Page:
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Case Reports in Urology
Volume 2019, Article ID 4549790, 4 pages
https://doi.org/10.1155/2019/4549790
Case Report

Functional Bladder Paraganglioma Treated by Partial Cystectomy

1Faculty of Medicine of Tunis, University Tunis El Manar, Department of Urology, Military Hospital of First Instruction of Tunis, Tunisia
2Faculty of Medicine of Tunis, University Tunis El Manar, Department of Pathology, Military Hospital of First Instruction of Tunis, Tunisia

Correspondence should be addressed to Amine Hermi; moc.liamg@enimaimreh

Received 27 July 2019; Revised 24 September 2019; Accepted 28 September 2019; Published 12 November 2019

Academic Editor: David Duchene

Copyright © 2019 Amine Hermi et al. This is an open access article distributed under the Creative Commons Attribution License, which permits unrestricted use, distribution, and reproduction in any medium, provided the original work is properly cited.

Abstract

Paraganglioma is a rare neuroendocrine tumor that arises from the autonomic nervous system. The urinary bladder paraganglioma accounts for less than 0.1% of bladder tumors. It remains a challenging entity to diagnose and treat due to its rareness and the lack of specific symptoms. Treatment modalities include transurethral resection and cystectomy (partial or total). The authors report a new case of an isolated paraganglioma of the urinary bladder in a 52-year-old female patient that underwent partial cystectomy. This case aims to remind the clinical, histological and therapeutic features of this rare tumor.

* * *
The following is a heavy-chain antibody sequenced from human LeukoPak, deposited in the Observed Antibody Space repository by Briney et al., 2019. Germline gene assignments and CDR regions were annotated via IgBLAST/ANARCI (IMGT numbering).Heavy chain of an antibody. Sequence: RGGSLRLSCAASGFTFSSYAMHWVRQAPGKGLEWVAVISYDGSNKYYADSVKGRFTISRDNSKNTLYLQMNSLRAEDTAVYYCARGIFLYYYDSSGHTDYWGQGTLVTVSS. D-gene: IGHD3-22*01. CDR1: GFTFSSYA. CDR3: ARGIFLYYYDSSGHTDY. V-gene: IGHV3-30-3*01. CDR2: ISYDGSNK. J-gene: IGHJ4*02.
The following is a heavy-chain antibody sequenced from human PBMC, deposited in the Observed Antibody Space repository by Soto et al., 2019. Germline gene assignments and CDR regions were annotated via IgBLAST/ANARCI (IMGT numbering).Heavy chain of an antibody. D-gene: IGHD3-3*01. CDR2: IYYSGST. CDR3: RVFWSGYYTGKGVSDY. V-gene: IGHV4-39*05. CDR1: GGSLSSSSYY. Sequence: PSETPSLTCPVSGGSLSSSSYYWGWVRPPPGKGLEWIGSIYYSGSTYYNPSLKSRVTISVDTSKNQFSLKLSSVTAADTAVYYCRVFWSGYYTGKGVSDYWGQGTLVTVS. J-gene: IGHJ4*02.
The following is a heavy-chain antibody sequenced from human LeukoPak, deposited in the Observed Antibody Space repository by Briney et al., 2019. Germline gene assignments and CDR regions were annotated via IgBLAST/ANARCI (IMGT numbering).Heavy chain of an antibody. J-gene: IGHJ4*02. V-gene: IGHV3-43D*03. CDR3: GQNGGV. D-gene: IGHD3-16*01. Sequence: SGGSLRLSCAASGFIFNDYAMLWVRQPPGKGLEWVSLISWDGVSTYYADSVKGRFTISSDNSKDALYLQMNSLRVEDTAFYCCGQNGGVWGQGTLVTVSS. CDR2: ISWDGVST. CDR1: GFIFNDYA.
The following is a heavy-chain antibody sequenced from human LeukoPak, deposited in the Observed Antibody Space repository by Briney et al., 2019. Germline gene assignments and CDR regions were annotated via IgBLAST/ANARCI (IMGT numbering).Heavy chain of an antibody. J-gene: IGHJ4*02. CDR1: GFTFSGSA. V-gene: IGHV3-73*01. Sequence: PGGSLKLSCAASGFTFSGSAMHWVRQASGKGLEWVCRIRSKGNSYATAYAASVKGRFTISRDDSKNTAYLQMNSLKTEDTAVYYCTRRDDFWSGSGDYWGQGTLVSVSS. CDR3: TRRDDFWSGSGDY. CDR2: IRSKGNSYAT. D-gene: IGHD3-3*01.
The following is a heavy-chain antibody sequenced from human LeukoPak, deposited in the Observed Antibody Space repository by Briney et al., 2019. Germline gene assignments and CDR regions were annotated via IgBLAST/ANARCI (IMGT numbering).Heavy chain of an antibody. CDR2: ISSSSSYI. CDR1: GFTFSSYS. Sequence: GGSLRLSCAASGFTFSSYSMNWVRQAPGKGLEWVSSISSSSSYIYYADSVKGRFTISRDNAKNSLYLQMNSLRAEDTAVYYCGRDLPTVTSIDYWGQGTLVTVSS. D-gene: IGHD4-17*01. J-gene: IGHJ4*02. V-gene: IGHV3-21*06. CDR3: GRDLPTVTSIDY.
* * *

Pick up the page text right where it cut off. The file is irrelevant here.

1. Introduction

Pheochromocytoma is a tumor developed from the chromaffin tissues of the sympathetic nervous system. It is commonly localized in the adrenal medulla. However, in about 10% of cases, pheochromocytomas may occur in ectopic or extra adrenal sites, extending from head to pelvis. Ectopic pheochromocytoma is called paraganglioma.

The urinary bladder is a rare localization of paragangliomas, accounting for less than 1% of all pheochromocytomas. It occurs in all age groups, more commonly in females [1].

It can be nonfunctional or functional by catecholamine secreting. It may be difficult for urologists to pinpoint the exact diagnosis.

Histological examination is often the only key leading to diagnosis. This neoplasm is usually benign but can occasionally show malignant behavior.

In presenting this case, we aim to provide a complete overview of etiology, symptom, diagnosis and possible treatments of paraganglioma of the urinary bladder, in order to write up a useful article for urologists that could have to manage similar cases.

2. Case Presentation